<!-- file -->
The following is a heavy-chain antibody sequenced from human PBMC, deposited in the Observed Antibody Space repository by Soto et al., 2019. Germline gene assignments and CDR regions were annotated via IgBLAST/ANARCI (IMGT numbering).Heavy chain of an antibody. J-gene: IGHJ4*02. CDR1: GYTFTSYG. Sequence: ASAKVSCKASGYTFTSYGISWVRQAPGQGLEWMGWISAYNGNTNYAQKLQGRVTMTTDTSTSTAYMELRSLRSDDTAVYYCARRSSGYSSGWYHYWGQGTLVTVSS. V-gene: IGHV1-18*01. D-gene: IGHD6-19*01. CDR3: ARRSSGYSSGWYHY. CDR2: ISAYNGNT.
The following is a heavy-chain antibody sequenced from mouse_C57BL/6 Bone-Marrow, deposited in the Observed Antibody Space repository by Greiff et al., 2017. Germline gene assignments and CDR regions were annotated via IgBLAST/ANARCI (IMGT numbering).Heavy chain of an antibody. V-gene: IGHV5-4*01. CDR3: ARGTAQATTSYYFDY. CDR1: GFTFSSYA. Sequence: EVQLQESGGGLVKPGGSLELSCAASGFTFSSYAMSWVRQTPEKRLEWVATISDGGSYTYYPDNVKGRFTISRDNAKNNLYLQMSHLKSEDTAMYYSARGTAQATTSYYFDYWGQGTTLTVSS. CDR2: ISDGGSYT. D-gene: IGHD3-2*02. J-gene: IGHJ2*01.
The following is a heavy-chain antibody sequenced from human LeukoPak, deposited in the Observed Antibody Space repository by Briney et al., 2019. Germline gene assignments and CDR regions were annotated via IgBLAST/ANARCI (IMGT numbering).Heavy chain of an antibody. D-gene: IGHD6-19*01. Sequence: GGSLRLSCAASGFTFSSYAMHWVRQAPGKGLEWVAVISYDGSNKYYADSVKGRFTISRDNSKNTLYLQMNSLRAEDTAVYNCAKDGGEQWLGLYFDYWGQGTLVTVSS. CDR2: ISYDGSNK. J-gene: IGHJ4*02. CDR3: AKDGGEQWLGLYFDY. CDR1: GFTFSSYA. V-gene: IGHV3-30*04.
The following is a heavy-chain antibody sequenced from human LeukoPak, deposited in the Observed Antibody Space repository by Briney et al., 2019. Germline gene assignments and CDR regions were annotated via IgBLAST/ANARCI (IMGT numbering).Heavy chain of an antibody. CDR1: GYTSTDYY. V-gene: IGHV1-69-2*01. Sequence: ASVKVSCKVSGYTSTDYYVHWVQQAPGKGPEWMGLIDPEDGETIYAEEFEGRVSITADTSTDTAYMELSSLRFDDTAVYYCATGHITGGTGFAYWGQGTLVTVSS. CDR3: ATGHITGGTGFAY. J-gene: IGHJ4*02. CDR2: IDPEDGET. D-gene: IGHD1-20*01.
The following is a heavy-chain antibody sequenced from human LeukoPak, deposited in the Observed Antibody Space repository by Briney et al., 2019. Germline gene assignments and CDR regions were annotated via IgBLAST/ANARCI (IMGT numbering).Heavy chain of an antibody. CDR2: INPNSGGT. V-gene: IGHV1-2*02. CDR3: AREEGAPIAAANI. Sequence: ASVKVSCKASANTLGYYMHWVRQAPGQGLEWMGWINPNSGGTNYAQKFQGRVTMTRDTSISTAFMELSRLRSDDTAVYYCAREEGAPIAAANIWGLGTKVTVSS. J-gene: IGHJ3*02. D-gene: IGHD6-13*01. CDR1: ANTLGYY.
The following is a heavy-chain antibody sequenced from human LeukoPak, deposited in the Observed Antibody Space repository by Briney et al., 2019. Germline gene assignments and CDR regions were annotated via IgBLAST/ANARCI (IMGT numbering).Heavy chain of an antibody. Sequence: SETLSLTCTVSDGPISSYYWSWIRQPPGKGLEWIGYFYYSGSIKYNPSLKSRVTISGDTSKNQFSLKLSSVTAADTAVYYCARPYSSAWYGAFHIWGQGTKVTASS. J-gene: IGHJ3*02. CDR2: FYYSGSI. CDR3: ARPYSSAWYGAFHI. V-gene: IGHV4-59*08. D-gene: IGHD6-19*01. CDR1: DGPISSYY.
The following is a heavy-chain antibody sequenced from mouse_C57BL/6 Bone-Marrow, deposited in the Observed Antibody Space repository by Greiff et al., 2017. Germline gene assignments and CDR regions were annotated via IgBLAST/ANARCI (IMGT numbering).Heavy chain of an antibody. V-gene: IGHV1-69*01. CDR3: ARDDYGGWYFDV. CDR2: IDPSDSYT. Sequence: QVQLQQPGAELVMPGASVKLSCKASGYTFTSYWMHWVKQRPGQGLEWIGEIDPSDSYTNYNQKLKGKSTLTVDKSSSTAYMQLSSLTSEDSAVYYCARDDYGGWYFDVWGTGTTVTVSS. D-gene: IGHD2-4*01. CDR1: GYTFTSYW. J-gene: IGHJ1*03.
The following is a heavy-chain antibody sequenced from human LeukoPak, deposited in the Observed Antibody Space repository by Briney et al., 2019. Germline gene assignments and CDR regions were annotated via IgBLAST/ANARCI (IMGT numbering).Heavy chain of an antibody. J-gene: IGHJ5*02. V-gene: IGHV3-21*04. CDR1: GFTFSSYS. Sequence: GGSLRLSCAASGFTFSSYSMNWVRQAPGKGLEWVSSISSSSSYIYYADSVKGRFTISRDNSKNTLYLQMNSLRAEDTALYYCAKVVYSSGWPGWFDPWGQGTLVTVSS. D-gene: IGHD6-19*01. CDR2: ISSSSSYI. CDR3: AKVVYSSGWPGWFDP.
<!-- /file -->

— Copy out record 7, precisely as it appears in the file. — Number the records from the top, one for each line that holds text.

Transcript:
The following is a heavy-chain antibody sequenced from mouse_C57BL/6 Bone-Marrow, deposited in the Observed Antibody Space repository by Greiff et al., 2017. Germline gene assignments and CDR regions were annotated via IgBLAST/ANARCI (IMGT numbering).Heavy chain of an antibody. V-gene: IGHV1-69*01. CDR3: ARDDYGGWYFDV. CDR2: IDPSDSYT. Sequence: QVQLQQPGAELVMPGASVKLSCKASGYTFTSYWMHWVKQRPGQGLEWIGEIDPSDSYTNYNQKLKGKSTLTVDKSSSTAYMQLSSLTSEDSAVYYCARDDYGGWYFDVWGTGTTVTVSS. D-gene: IGHD2-4*01. CDR1: GYTFTSYW. J-gene: IGHJ1*03.